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The MCA already operates as a trading fund, although the MDA does not. The draft trading fund order does not simply replicate the MCA's trading fund order. The new order includes functions concerning the regulation of medical devices. We have also made changes to reflect recent developments in work on the regulation of medicines and medical devices—and to allow for future developments. For example, assistance to other regulatory authorities falls under what are described as funded operations in the order. The MHRA is allowed to pay into the trading fund any money that it receives from, for instance, helping and advising countries that are about to join the European Community to prepare to become part of the medicines licensing regime. The list of funded operations also includes the accreditation and inspection of tissue banks. The new agency is allowed to pay money received for carrying out such duties into the trading fund.
Establishing a trading fund that covers new activities such as those does not in itself mean that new categories of fees will be charged to the industry or the national health service. Any proposals to create new classes of fees for the licensing of medicines and related inspections must be the subject of a separate exercise. Part of the income of a trading fund may come from a Government Department, as will be the case for the MHRA. The operations of the present Medical Devices Agency are largely funded by the Department of Health, and we envisage that departmental funds will be paid into the MHRA trading fund to cover operations of the new agency that are concerned with medical devices. That will be done under a service-level agreement, in which the detail of the service to be provided and the amounts to be paid for it will be set out clearly.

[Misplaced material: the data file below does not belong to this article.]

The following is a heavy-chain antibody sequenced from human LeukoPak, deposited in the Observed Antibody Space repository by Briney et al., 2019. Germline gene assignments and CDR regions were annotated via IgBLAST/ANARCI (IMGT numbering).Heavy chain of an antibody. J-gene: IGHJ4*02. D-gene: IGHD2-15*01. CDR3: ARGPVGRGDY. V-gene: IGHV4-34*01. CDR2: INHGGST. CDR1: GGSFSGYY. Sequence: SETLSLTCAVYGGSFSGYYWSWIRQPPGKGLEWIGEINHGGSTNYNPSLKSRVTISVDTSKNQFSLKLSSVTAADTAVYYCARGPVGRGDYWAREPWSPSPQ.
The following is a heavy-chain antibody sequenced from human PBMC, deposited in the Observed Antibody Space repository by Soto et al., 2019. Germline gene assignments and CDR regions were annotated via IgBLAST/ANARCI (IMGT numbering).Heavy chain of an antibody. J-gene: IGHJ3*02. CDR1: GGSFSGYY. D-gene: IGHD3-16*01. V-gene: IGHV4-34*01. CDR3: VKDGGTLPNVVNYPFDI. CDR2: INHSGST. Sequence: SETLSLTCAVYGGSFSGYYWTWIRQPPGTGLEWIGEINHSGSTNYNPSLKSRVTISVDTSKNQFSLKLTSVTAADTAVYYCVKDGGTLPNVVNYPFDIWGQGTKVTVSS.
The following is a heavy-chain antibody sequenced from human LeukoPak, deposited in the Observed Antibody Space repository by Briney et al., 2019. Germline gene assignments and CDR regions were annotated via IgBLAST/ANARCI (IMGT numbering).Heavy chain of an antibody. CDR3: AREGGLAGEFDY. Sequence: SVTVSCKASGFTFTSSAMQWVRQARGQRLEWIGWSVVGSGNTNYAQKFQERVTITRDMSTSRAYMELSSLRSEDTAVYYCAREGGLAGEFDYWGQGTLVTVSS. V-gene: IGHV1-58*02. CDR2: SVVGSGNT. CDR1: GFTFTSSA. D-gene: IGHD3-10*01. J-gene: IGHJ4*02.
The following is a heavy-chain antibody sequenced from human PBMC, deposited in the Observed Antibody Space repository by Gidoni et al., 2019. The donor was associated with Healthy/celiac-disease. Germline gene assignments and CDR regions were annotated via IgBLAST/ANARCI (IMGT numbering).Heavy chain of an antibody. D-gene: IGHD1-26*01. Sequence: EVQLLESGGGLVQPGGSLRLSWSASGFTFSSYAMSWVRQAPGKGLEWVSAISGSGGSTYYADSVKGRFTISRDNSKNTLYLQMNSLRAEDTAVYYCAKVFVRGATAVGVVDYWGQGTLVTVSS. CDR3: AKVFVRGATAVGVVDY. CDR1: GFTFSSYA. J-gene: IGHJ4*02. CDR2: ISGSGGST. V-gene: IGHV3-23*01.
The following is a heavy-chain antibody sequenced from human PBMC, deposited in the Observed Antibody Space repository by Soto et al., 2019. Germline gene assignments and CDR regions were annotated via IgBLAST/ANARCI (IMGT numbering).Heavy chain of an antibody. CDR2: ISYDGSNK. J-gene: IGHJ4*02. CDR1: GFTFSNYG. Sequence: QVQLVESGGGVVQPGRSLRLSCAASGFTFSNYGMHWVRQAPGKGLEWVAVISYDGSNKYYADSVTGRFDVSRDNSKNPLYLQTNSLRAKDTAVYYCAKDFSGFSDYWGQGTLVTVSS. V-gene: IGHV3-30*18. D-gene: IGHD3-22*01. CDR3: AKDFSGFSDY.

The order is compatible with the European convention on human rights. As is required under the primary legislation, we carried out a consultation exercise on the proposal to set up a trading fund for the MHRA, and a report on its outcome has been laid before Parliament. We carefully considered all the representations made during the consultation. Almost all were supportive of the proposal or did not object to it. Therefore, the Government decided that the order should be laid before Parliament, and I ask the Committee to approve it.
Chris Grayling (Epsom and Ewell): It is a pleasure to serve under your chairmanship, Mr. Conway. The measure is not controversial, but I have several questions, specifically on the potential implications for the pharmaceutical industry of the changes. The Minister referred to fees, but I wish to probe further on that and several other matters for clarification.